The question isn’t can you change, it’s will you?

Change doesn’t always mean progress. For example, Kelly relates this issue to wishing the world was a better place. Most of us would prefer that the world was better, but we aren’t actively doing anything to make it so. Progress is the result of desire being put into action. This book covers how to bridge this gap “between our desire for change and actually creating real and sustainable change in our lives.”

Here are Matthew Kelly’s nine lessons for enduring happiness:

1. Celebrate your progress. “Am I better today than I was yesterday?” Progress means you’re moving in the right direction. Don’t consider whether you are succeeding or failing at something — the better question is are you learning? Life isn’t about doing and having, it’s about becoming.

Progress is the result of desire being put into action.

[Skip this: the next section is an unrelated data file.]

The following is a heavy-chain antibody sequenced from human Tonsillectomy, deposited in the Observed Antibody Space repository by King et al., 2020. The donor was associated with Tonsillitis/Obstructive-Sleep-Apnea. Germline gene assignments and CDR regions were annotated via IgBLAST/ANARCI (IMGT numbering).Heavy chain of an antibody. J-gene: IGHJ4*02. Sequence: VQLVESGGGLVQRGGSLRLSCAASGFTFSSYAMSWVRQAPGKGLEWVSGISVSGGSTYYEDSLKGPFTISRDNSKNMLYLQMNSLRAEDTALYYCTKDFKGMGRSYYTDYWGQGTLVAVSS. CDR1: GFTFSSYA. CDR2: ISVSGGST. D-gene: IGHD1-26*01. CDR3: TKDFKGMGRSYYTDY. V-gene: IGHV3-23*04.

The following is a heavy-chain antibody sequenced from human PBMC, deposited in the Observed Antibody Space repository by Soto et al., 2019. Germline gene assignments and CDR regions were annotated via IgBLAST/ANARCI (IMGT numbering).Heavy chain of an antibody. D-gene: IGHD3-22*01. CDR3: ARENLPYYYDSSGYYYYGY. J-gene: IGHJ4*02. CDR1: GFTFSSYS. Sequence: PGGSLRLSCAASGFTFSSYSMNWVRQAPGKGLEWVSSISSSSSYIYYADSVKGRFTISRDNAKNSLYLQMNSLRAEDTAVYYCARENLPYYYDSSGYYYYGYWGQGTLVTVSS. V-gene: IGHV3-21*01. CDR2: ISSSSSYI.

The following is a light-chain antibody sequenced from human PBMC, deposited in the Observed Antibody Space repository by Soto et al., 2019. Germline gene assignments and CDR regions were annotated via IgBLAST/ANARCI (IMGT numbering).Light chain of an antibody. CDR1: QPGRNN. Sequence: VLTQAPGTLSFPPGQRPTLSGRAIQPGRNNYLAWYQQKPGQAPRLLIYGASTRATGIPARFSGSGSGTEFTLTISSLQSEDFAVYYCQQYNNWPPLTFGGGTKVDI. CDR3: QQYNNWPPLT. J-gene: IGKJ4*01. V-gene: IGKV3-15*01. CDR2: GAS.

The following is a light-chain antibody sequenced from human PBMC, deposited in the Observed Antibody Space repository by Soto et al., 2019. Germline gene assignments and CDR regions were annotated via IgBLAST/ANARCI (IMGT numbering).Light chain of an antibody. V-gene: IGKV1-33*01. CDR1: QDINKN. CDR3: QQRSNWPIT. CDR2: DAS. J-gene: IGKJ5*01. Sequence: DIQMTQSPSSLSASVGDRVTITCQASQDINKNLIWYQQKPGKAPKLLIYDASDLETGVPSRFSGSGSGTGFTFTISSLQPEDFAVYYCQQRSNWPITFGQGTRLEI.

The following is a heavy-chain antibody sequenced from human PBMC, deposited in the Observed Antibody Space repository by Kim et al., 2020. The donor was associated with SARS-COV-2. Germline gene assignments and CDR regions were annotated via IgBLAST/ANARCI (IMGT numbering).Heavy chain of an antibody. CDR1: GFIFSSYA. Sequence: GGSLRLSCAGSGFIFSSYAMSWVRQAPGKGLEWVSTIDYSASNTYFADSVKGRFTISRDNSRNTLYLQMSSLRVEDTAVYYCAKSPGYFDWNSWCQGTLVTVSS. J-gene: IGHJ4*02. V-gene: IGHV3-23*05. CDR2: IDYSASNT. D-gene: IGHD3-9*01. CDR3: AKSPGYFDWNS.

2. Just try and do the next right thing. Dwelling on the past doesn’t help anyone, so focus on right now. One step in the right direction leads to another, and gradually you will work your way out of patterns of defeat. What if you don’t know the next right thing? In every circumstance, just promise yourself you will do whatever you honestly believe is the next right thing.

3. Put character first. Focus on being patient, kind, humble, gentle, forgiving, honest, loving, and a person with integrity. Your ego is your enemy. Your character is what will see you through the good times and bad.